Node: Ease of Debugging, Next: , Previous: Program Speed, Up: Advantages Over f2c

Ease of Debugging

Because g77 compiles directly to assembler code like gcc, instead of translating to an intermediate language (C) as does f2c, support for debugging can be better for g77 than f2c.

However, although g77 might be somewhat more "native" in terms of debugging support than f2c plus gcc, there still are a lot of things "not quite right". Many of the important ones should be resolved in the near future.

For example, g77 doesn't have to worry about reserved names like f2c does. Given FOR = WHILE, f2c must necessarily translate this to something other than for = while;, because C reserves those words.

However, g77 does still uses things like an extra level of indirection for ENTRY-laden procedures--in this case, because the back end doesn't yet support multiple entry points.

Another example is that, given

     COMMON A, B

the g77 user should be able to access the variables directly, by name, without having to traverse C-like structures and unions, while f2c is unlikely to ever offer this ability (due to limitations in the C language).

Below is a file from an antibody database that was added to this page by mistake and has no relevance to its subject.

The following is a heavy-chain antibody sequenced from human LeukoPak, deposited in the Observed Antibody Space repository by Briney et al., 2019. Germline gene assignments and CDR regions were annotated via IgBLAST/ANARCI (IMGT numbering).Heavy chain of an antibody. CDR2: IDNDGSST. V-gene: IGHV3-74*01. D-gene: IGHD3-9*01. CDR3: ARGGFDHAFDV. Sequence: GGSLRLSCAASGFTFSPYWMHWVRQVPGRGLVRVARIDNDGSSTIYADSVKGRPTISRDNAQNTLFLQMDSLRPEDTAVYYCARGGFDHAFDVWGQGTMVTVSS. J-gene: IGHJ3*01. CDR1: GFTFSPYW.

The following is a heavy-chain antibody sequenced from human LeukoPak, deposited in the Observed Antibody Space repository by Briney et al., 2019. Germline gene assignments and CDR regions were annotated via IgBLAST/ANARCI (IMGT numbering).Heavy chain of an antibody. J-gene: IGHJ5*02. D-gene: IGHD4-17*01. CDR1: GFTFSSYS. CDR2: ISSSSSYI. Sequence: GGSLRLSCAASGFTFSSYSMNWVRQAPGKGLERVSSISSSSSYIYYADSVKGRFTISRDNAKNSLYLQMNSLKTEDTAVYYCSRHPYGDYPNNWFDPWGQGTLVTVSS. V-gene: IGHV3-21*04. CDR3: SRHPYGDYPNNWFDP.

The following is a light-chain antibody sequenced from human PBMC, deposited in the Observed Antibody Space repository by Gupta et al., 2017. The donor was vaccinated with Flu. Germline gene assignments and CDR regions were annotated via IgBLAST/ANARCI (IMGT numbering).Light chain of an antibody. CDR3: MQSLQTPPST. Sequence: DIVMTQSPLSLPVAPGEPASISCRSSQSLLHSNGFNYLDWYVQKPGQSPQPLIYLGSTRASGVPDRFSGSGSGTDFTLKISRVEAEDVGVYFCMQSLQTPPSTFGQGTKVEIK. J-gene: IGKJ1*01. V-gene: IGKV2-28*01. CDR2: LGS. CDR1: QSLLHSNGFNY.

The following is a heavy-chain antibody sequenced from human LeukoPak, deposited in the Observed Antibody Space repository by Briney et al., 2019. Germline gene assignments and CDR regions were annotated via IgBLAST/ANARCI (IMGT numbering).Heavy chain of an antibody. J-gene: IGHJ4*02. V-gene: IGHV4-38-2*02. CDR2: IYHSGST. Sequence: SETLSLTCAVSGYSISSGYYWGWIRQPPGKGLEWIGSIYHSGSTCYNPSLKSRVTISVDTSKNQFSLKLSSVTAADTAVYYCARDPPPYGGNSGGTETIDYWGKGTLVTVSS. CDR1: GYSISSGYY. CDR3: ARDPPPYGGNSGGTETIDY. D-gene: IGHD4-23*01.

However, due to apparent bugs in the back end, g77 currently doesn't take advantage of this facility at all--it doesn't emit any debugging information for COMMON and EQUIVALENCE areas, other than information on the array of char it creates (and, in the case of local EQUIVALENCE, names) for each such area.

Yet another example is arrays. g77 represents them to the debugger using the same "dimensionality" as in the source code, while f2c must necessarily convert them all to one-dimensional arrays to fit into the confines of the C language. However, the level of support offered by debuggers for interactive Fortran-style access to arrays as compiled by g77 can vary widely. In some cases, it can actually be an advantage that f2c converts everything to widely supported C semantics.

In fairness, g77 could do many of the things f2c does to get things working at least as well as f2c--for now, the developers prefer making g77 work the way they think it is supposed to, and finding help improving the other products (the back end of gcc; gdb; and so on) to get things working properly.